Members of ARM's science team are major contributors to radiation and cloud research. ARM investigators publish about 150 refereed journal articles per year, and ARM data are used in many studies published by other scientific organizations. These documented research efforts represent tangible evidence of ARM's contribution to advances in almost all areas of atmospheric radiation and cloud research. Below is a selection of summaries highlighting recently-published ARM research. The entire collection of ARM Research Highlights can be accessed using the sorting buttons at right.
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Jan 25, 2017 Funded By:
The impact of clouds on the reflection of sunlight to space depends on two key properties: cloud optical depth and droplet effective radius. Satellites provide nearly global coverage of these cloud properties, but the accuracy of the retrievals has not been evaluated. This study used ground-based retrievals to evaluate the satellite retrievals, and found good [...]
Jan 07, 2017 Funded By:
New research highlights a nonlabile-to-labile transition for material representative of anthropogenic secondary organic particulate matter at a threshold humidity range. This behavior differs markedly from materials representing biogenic aerosol sources, which lack such a transition.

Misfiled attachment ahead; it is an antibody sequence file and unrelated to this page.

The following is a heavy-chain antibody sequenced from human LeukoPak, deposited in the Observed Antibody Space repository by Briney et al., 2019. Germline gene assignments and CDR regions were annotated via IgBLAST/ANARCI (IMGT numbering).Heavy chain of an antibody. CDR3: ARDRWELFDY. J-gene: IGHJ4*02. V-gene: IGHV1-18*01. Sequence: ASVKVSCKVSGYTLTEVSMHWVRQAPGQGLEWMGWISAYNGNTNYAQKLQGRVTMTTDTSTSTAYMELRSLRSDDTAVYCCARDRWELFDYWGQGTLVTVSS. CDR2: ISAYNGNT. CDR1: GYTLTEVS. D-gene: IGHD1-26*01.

Jan 07, 2017 Funded By:
Clouds form when water vapor in the atmosphere condenses around airborne particles, or aerosols, but the exact details of the process remain relatively unknown. Researchers used large-eddy simulations (LES) to model cloud droplets that formed in Michigan Technological University’s cloud chamber by injecting various amounts of aerosols. They found that high concentrations of aerosols decreased [...]
Jan 06, 2017 Funded By:
Every month or two, a large complex of clouds forms over the Indian Ocean and moves eastward, a pattern known as the Madden-Julian Oscillation (MJO). The MJO exhibits hard-to-predict behaviors, often weakening, as it moves across the Maritime Continent (MC; Indonesia-Malaysia and New Guinea)—so-called because of its combination of shallow seas and scattered land masses. [...]
Dec 27, 2016 Funded By:
Scientists have long debated the cause of an anomalous pattern over the Southeast United States, where the satellite-measured summertime aerosol optical depth is greatly enhanced over its wintertime values. Ground-based measurements of aerosol mass and chemical composition, however, are inconsistent with these space-based observations.